Friday, November 18

The Google Strategic Server Force

In its Cold War with Microsoft, Google is readying a new weapon: The Google Strategic Server Force (GSSF). This new elite mobile strike force is emerging as a main component in Google's strategic arsenal. The Government reports that Google is readying the first deployment of the G-36M series mobile data centers and predicts that they will be online in time for Santa.

The new arsenal is primarily targeted at The Enemy's primary capital, Redmond. However, other targets include Walmart, Ebay, and Association of American Publishers whose recent refusal to capitulate with Google's order to turn over all books and databases for indexing as part of Google Base and Books has resulted in the escalation of tensions between the major super powers.

The new mobile data centers are reportedly running Google OS 3.7M Cheetah with its new autonomic load balancing and data redundancy features courtesy of GFS II.x . Reportedly, the tractor trailer based centers are semi-autonomous agents based on K.I.T.T. whose prototype was designed by Mr. Norvig himself and utilizes the latest AI research. The previous model, the G-33M was widely successful and recently conquered the Government's toughest test. Google reportedly has 10-20 of these new data centers in its underground garage-bunkers, each with an effective range of 1,000 miles. Yahoo CEO Terry Semel described the level of this new threat:
We're talking about 5000 Opteron processors and 3.5 petabytes of disk storage that can be dropped-off overnight by a tractor-trailer rig. The idea is to plant one of these puppies anywhere Google owns access to fiber, basically turning the entire Internet into a giant processing and storage grid.
The new GSSF is under the direct authority of the Google Supreme High Command. The control of the troops is effected directly by the Supreme Commander in Chief through the central command headquarters of the General Staff and the main headquarters of the GSSF, using a multi-level extended network of command posts operating in alert-duty mode.

Bill Gates and other world internet leaders condemned this new technology and warned Google that this new threat could escalate the already tense conflict. They called on Google to destroy its weapons of mobile information, to cease development of all such weapons, and to stop support for open source terrorist threats.

In another recent development, John Battelle and Bill O'Reilly returned from negotiations in Munich where they reportedly negotiated a partial disarmament of the WMIs. In a recent presentation before the w3c security council and Microsoft CEO, Steve Ballmer, they announced "We believe it is peace for our time."

In their presentation to the council Battelle and Oreilly revealed some of the terms of the agreement, including Term 6:
The final determination of the mobile data center based Wi-Fi frontiers will be carried out by the international commission. The commission will also be entitled to recommend to the four Powers Microsoft, Yahoo, IBM, Ask and Looksmart, in certain exceptional cases, minor modifications in the strictly ethnographical determination of the zones which are to be transferred without plebiscite.
All of the terms of the agreement were not revealed, but undisclosed sources reported that several concessions were made to appease Brin, Page, and Company. According to these sources, the collective databases from leading publisher Reed Elsevier will be ceded to Google. Also under the terms, Google will acquire Scirus and integrate it into Google Scholar.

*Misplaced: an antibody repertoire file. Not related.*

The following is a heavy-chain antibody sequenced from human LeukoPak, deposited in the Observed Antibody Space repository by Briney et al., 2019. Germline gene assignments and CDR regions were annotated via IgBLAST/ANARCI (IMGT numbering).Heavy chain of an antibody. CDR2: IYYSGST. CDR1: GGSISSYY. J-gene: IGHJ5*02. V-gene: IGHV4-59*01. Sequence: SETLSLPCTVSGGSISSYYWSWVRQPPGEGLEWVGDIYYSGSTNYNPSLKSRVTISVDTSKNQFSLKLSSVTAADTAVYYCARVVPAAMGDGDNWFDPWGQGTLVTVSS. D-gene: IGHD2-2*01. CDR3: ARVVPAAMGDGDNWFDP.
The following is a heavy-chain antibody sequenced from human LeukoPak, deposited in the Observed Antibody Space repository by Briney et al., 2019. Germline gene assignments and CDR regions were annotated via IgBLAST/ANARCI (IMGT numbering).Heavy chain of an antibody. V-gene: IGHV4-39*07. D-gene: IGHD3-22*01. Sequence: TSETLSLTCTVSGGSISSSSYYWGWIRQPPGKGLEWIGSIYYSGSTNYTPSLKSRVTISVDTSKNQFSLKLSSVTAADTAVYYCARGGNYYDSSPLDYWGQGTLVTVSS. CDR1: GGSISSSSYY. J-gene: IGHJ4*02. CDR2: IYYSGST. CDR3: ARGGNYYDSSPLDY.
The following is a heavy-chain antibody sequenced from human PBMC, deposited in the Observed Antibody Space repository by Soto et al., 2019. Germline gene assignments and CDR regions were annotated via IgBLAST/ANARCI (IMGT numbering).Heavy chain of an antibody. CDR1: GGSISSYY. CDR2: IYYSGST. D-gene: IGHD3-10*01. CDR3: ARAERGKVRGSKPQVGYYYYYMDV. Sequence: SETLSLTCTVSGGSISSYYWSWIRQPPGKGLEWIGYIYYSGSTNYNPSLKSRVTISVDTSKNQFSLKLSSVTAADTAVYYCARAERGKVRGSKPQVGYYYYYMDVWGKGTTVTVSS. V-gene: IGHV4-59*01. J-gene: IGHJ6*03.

In an attempt to assuage public concern over its recent aggression into Google today announced it would be using its G-36M and Strategic Server Force (GSSF) to provide free Wifi to the city of Mountain View. Whether the strategy will prove effective in swaying public opinion remains to be determined, but first signs appear optimistic.

Ongoing coverage of this breaking news story:
Google data centers and dark fiber connections
Google Announces Plan to Destroy All Information It Can't Index

Thursday, November 17

Evolution of technological progress through queries

There is a new paper up on Google's research website:

Interpreting the Data: Parallel Analysis with Sawzall (Draft)
Very large data sets often have a flat but regular structure and span multiple disks and machines. Examples include telephone call records, network logs, and web document repositories. These large data sets are not amenable to study using traditional database techniques, if only because they can be too large to fit in a single relational database. On the other hand, many of the analyses done on them can be expressed using simple, easily distributed computations: filtering, aggregation, extraction of statistics, and so on.

Go to the site for the full paper and abstract. I'll read it later today. It's on the same list with GFS and Map Reduce, so I hope it lives up to the same standard.

The coolest thing in this so far is the movie showing the distribution of requests to Google's servers over the course of a day.

This is very interesting. Can you track the technical progress of a society (sorry for waxing philosophical like John Battelle) by the volume and type of queries executed? It will be interesting if we could track this over the course of years to see the growth of technology in rapidly emerging countries like China and parts of South America.

So now we have the volume distribution, but can we mine trends at a global level? For example, commercial queries have eclipsed sex related queries in North America. Will this trend repeat itself in Europe? Fascinating.

Thanks to Digg for the tip.

Sitemap statistics are not like a bikini...

"Statistics are like a bikini. What they reveal is suggestive, but what they conceal is vital." - Arron Levenstein. At least in this case, I think the Google sitemap statistic real more vital information than they hide. Maybe statistics aren't so evil after all...

Google announced today on its official blog and on the Sitemaps Blog that it is going to provide more statistics to webmasters via the sitemap service.